Becoming a Disciple of Jesus: He Demands Our All - page 2

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But clearly, Jesus is saying that to be his disciple a person must put him in first place among all one’s relational loyalties. Any one of you who is not fully devoted to me, he says, anyone does not give up his claim of ownership on everything he has and even his own life cannot be my disciple.

Immediately, you have to ask yourself, What sort of person makes this kind of demand? If I demanded such a commitment, you’d think I was crazy—or at least you should. To make such a demand, Jesus can’t be a mere religious wise man—a mere teacher—sharing a few pearls of wisdom about how best to get along in the world. Not even a holy prophet could say the kinds of things Jesus says here. A prophet says, Follow the ways of God; Jesus says, Follow me—supremely.

If we would be his disciples, Jesus demands our ultimate and absolute devotion—the kind of devotion that rightly belongs to God alone. If Jesus is not divine, we must say he was demented if not downright demonic in making these demands, something along the lines of a Jim-Jones-like cult leader.

Do you want to be a Christian, a follower, a disciple of Jesus Christ (and these are all ways of saying the same thing), then listen again to his words—“If anyone comes to me and does not hate his father and mother, his wife and children, his brothers and sisters—yes, even his own life—he cannot be my disciple. And anyone who does not carry his cross and follow me cannot be my disciple… In the same way, any of you who does not give up everything he has cannot be my disciple.”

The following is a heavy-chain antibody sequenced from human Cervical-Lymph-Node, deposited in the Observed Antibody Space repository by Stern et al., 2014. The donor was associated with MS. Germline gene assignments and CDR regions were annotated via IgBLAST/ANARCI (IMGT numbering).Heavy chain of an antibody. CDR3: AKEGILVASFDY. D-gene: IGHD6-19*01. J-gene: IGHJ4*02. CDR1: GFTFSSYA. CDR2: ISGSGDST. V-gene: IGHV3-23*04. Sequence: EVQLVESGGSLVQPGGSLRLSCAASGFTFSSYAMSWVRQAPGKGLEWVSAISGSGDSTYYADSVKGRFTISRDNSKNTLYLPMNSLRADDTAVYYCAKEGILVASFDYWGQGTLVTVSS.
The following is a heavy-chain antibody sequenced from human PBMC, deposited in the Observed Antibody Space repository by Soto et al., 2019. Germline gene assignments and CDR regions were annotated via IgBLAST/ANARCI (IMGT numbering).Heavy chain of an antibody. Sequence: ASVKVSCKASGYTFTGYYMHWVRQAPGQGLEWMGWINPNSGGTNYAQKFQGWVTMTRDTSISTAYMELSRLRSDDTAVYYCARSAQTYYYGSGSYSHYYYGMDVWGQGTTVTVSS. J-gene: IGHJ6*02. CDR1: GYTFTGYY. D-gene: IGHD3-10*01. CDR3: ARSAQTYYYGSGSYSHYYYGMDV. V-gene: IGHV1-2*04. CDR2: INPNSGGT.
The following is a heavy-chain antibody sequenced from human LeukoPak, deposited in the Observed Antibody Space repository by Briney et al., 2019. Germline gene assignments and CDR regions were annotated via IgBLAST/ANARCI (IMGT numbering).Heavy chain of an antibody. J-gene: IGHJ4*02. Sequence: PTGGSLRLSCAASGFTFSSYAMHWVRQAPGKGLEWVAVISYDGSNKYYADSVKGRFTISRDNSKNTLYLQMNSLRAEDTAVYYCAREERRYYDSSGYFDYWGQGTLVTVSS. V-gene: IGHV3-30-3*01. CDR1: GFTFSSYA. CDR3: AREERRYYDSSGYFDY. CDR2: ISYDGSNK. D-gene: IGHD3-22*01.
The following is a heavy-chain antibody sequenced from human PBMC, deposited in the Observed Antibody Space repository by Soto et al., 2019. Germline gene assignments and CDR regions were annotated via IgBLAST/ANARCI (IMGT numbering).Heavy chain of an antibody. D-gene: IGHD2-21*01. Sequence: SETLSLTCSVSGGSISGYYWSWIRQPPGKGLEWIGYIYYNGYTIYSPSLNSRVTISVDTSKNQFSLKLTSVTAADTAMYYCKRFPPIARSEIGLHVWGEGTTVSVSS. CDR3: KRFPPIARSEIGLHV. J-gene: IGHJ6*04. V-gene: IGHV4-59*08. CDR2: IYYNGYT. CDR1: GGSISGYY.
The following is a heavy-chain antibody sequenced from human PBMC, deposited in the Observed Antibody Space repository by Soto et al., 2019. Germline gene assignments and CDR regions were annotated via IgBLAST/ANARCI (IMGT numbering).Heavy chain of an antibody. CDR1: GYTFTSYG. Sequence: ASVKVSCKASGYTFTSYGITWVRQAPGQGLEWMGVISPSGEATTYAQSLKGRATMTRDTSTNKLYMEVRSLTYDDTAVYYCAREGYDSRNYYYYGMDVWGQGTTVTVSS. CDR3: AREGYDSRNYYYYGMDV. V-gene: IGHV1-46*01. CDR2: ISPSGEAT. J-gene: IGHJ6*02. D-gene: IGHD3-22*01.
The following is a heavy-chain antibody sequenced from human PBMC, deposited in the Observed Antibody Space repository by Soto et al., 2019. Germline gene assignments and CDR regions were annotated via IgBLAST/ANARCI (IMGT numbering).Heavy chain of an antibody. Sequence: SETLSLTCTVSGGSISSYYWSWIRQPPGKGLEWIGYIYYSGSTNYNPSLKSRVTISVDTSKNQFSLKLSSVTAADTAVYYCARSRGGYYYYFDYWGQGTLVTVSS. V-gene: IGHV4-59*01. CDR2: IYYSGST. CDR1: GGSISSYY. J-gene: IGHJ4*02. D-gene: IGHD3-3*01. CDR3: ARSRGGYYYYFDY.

Unreasonable Demands?
These are hard words, and many see these demands as entirely unreasonable, impossible and unthinkable. But let me try to put them in another light. I am a pastor, and as a pastor I perform weddings. And as one who officiates at weddings I am struck by the fact that these requirements of Jesus sound strangely similar to what is expected in a marriage. Isn’t the commitment made in a marriage just as exclusive, as unconditional, and as demanding as what Jesus sets before us?

I say to the groom, “Will you have this woman to be your wedded wife…Will you love her, comfort her, honor and keep her for better, for worse, for richer, for poorer in sickness and in health; to love and to cherish and forsaking all others, keep you only unto her, so long as you both shall live?” And of course I ask the same thing of the bride. And each of them will say to the other, “With this ring I thee wed and with all my worldly goods I thee endow.…” And doesn’t Paul instruct husbands to love their wives just as Christ loved the church and gave himself up for her—unto death.

Isn’t all this included in the words, “Will you marry me?” That is, Will you make me the pre-eminent person in your life? Will you set aside your parents, your brothers and sisters, and all your other friends, and devote yourself first and foremost to me? Will you give up sole ownership of all that you own and share with me all that have, as I make the same commitment to you?

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